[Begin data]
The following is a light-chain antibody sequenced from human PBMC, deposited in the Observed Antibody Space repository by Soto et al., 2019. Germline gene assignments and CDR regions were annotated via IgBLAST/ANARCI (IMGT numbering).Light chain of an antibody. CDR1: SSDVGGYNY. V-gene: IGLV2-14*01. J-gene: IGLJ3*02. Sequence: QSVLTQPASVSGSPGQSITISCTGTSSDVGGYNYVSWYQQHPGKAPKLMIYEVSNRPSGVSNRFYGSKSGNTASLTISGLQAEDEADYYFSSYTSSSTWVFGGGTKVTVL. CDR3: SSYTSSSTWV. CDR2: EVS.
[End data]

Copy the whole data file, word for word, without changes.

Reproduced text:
The following is a light-chain antibody sequenced from human PBMC, deposited in the Observed Antibody Space repository by Soto et al., 2019. Germline gene assignments and CDR regions were annotated via IgBLAST/ANARCI (IMGT numbering).Light chain of an antibody. CDR1: SSDVGGYNY. V-gene: IGLV2-14*01. J-gene: IGLJ3*02. Sequence: QSVLTQPASVSGSPGQSITISCTGTSSDVGGYNYVSWYQQHPGKAPKLMIYEVSNRPSGVSNRFYGSKSGNTASLTISGLQAEDEADYYFSSYTSSSTWVFGGGTKVTVL. CDR3: SSYTSSSTWV. CDR2: EVS.